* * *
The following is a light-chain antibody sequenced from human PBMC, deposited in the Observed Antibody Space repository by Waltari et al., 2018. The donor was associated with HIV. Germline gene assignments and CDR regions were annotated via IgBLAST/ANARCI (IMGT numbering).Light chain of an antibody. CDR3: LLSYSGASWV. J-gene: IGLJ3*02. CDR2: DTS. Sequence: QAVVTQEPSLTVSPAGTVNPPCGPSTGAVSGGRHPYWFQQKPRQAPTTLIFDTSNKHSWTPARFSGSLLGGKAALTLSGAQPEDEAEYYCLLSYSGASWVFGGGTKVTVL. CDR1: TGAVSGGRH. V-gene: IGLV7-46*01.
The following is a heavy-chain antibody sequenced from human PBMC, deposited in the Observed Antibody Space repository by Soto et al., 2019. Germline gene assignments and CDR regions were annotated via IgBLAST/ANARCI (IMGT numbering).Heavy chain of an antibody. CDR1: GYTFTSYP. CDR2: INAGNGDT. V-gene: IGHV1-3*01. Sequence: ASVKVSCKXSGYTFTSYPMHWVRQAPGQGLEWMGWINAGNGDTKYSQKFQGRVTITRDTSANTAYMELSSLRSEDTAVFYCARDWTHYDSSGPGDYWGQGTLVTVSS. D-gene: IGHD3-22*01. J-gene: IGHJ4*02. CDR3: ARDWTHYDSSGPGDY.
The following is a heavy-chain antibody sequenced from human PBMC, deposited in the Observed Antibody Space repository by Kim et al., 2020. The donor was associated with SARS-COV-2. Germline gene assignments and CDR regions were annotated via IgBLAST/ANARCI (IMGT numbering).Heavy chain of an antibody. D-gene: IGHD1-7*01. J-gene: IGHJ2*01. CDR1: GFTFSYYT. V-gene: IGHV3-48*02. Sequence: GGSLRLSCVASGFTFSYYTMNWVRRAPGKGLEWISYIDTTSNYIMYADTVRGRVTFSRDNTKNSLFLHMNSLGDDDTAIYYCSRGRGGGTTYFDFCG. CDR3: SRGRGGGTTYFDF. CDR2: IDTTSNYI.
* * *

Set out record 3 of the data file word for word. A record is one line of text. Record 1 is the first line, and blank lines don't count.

The following is a heavy-chain antibody sequenced from human PBMC, deposited in the Observed Antibody Space repository by Kim et al., 2020. The donor was associated with SARS-COV-2. Germline gene assignments and CDR regions were annotated via IgBLAST/ANARCI (IMGT numbering).Heavy chain of an antibody. D-gene: IGHD1-7*01. J-gene: IGHJ2*01. CDR1: GFTFSYYT. V-gene: IGHV3-48*02. Sequence: GGSLRLSCVASGFTFSYYTMNWVRRAPGKGLEWISYIDTTSNYIMYADTVRGRVTFSRDNTKNSLFLHMNSLGDDDTAIYYCSRGRGGGTTYFDFCG. CDR3: SRGRGGGTTYFDF. CDR2: IDTTSNYI.